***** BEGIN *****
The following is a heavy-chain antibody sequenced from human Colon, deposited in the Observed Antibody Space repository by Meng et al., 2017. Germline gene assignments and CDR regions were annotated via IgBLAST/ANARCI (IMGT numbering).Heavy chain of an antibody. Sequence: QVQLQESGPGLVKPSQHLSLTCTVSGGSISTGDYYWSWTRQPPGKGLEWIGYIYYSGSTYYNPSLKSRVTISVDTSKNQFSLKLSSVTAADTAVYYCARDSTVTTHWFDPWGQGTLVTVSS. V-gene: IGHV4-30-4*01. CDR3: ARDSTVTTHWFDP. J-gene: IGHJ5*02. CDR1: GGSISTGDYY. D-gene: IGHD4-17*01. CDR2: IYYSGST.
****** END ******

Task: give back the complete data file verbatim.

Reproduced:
The following is a heavy-chain antibody sequenced from human Colon, deposited in the Observed Antibody Space repository by Meng et al., 2017. Germline gene assignments and CDR regions were annotated via IgBLAST/ANARCI (IMGT numbering).Heavy chain of an antibody. Sequence: QVQLQESGPGLVKPSQHLSLTCTVSGGSISTGDYYWSWTRQPPGKGLEWIGYIYYSGSTYYNPSLKSRVTISVDTSKNQFSLKLSSVTAADTAVYYCARDSTVTTHWFDPWGQGTLVTVSS. V-gene: IGHV4-30-4*01. CDR3: ARDSTVTTHWFDP. J-gene: IGHJ5*02. CDR1: GGSISTGDYY. D-gene: IGHD4-17*01. CDR2: IYYSGST.